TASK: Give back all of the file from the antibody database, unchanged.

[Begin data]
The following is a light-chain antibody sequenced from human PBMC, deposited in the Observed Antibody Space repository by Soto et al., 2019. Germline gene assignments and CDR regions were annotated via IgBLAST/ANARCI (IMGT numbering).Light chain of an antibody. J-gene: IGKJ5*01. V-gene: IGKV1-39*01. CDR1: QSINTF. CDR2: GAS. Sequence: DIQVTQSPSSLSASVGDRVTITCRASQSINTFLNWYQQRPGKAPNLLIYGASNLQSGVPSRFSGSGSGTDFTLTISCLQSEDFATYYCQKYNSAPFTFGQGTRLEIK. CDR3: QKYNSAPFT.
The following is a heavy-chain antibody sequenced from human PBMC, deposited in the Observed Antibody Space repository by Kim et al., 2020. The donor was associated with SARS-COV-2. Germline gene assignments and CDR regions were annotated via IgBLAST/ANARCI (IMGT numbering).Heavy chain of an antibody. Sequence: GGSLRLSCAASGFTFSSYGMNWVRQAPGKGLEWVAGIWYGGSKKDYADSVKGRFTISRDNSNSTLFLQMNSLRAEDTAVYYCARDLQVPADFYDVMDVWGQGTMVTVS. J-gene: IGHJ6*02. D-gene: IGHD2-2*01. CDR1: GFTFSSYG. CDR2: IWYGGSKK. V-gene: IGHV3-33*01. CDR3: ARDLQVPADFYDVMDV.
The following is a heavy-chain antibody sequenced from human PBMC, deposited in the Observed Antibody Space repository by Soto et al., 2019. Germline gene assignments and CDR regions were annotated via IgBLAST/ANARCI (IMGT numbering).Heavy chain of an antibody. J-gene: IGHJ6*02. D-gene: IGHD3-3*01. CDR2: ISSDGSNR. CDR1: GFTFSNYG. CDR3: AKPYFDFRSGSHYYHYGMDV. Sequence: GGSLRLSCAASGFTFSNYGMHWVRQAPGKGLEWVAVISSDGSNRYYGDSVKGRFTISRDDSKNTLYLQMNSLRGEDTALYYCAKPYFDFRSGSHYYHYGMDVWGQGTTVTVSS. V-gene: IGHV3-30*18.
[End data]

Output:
The following is a light-chain antibody sequenced from human PBMC, deposited in the Observed Antibody Space repository by Soto et al., 2019. Germline gene assignments and CDR regions were annotated via IgBLAST/ANARCI (IMGT numbering).Light chain of an antibody. J-gene: IGKJ5*01. V-gene: IGKV1-39*01. CDR1: QSINTF. CDR2: GAS. Sequence: DIQVTQSPSSLSASVGDRVTITCRASQSINTFLNWYQQRPGKAPNLLIYGASNLQSGVPSRFSGSGSGTDFTLTISCLQSEDFATYYCQKYNSAPFTFGQGTRLEIK. CDR3: QKYNSAPFT.
The following is a heavy-chain antibody sequenced from human PBMC, deposited in the Observed Antibody Space repository by Kim et al., 2020. The donor was associated with SARS-COV-2. Germline gene assignments and CDR regions were annotated via IgBLAST/ANARCI (IMGT numbering).Heavy chain of an antibody. Sequence: GGSLRLSCAASGFTFSSYGMNWVRQAPGKGLEWVAGIWYGGSKKDYADSVKGRFTISRDNSNSTLFLQMNSLRAEDTAVYYCARDLQVPADFYDVMDVWGQGTMVTVS. J-gene: IGHJ6*02. D-gene: IGHD2-2*01. CDR1: GFTFSSYG. CDR2: IWYGGSKK. V-gene: IGHV3-33*01. CDR3: ARDLQVPADFYDVMDV.
The following is a heavy-chain antibody sequenced from human PBMC, deposited in the Observed Antibody Space repository by Soto et al., 2019. Germline gene assignments and CDR regions were annotated via IgBLAST/ANARCI (IMGT numbering).Heavy chain of an antibody. J-gene: IGHJ6*02. D-gene: IGHD3-3*01. CDR2: ISSDGSNR. CDR1: GFTFSNYG. CDR3: AKPYFDFRSGSHYYHYGMDV. Sequence: GGSLRLSCAASGFTFSNYGMHWVRQAPGKGLEWVAVISSDGSNRYYGDSVKGRFTISRDDSKNTLYLQMNSLRGEDTALYYCAKPYFDFRSGSHYYHYGMDVWGQGTTVTVSS. V-gene: IGHV3-30*18.